jcherwon at dres.dnd.ca
Mon Jan 16 17:04:05 EST 1995
Dear Gabriel Ting:
I greatly enjoyed your email letter as it reminded me a lot of myself.
When I left highschool (has it really been 1/4 of a century), I was determined
to have a career in microbiology, determined to go as far as I could (B.Sc.,
M.Sc., Ph.D.) and wanted a research rather than a medical degree. For other
students beginning their careers, I don't mind giving a little biography and
pointers, but I would like to add that every career and opinion will probably
vary as greatly as each individual responding.
First, let me say that I did get my degrees (I put myself through), I did
get a job in vaccine development, novel drug delivery systems and have patents
on detection systems (the latest, ELVirA, is like an ELISA but replaces
antibodies with bacteriophages). I'm 43, have a family with 3 wonderful young
children, live in what I consider an "optimal" sized town of Medicine Hat,
Alberta, and work at DRES (Defence Research Establishment Suffield, Box 4000,
Medicine Hat, Alberta, Canada, T1A 8K6).
The second summary is that I'm no Nobel Laureat or an academic
"fire-cracker" and that getting here (and perhaps my future career) has
been rocky with a lot stumbling and luck (both good and bad), resembling some
Greek player fumbling through a labyrinth. It took 3 years for my M.Sc. and
another 6 years for a Ph.D. (instead of 9 years, one of my summer students has
done a combination PhD/MD in 6 years) but I had a lot of friends that were far
more talented and energetic that never made it. Below are a few pointers:
- finances: I lived like a church mouse and needed summer employment to put me
through a B.Sc. I was very lucky, the luck was assisted by a little hard work.
Every October-November, I wrote up the best resume I could, had about 100
copies made, then sent it out to everyone I could think of (hospitals, public
health, food industries, etc.). Out of 100, I usually got about 10 replies, 3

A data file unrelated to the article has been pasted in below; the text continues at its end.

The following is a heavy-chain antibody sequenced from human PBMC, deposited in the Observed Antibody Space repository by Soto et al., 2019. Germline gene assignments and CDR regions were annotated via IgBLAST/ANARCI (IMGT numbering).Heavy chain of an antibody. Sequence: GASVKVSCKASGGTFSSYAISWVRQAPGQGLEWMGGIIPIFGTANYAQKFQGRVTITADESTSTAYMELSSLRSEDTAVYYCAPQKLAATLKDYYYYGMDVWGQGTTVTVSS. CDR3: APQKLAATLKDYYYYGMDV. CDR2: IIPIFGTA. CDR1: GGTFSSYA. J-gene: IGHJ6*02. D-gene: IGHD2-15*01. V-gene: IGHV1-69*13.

nibbles, and 1 job offer.
For my M.Sc., the University of Alberta gave a graduate stipend. For my
PhD at the University of Toronto, I did a donship in residence and did a lot
of T.A.ing (in my first 3 months, one academic told me his mission was to
"destroy" me as he felt I would do better in industry than in the
university, for 3 of the 5 years I didn't have any other funding). Your
career can greatly be assisted if you get your own funding through MRC or
- graduate degrees: Whether it is funding, demands or the politics, contact
the Graduate President (every department has one to be on committees, arrange
baseball, or get beer money from student councils). They'll give you a quick
up-date and others to contact.
It took me a long while to figure that I had to manage my own career (the
science, departmental politics, publishing papers, getting a job). You might
lose 2-3 years by switching universities due to re-starting a research
project, taking courses (regardless if you've done these), and learning the
politics. You have to get your own leverage (get a successful research project
so that enough data is generated so that the thesis will weigh about right,
get papers published so that a failure will be embarrassing for the
department, get a job or post-doc position so that you have a deadline for
getting out [one M.Sc. colleague spent 7 years getting out]).
- career: After the years of living like a Shaolin monk, I was fed up with
academia. I was lucky to get a job with Agriculture Canada (Animal Diseases
Research Institute - Nepean which is really Ottawa) and even luckier to do an
easy switch to DRES. With National Defence's cut-backs about to happen in
February, a lot of researchers here are stressed out that they may not have a
job - I'm not, though. I don't think it will happen, and if it does so what?
Career changes are not only a way of life now, but for me these were a way of
improving my station.
There's far more to discuss, but I've rambled on enough. Again, you will
get as many differences in opinion as there are differences in experience and
genetic make-up of the responders. Good luck and if you have any questions,
let me know...John cherwonogrodzky
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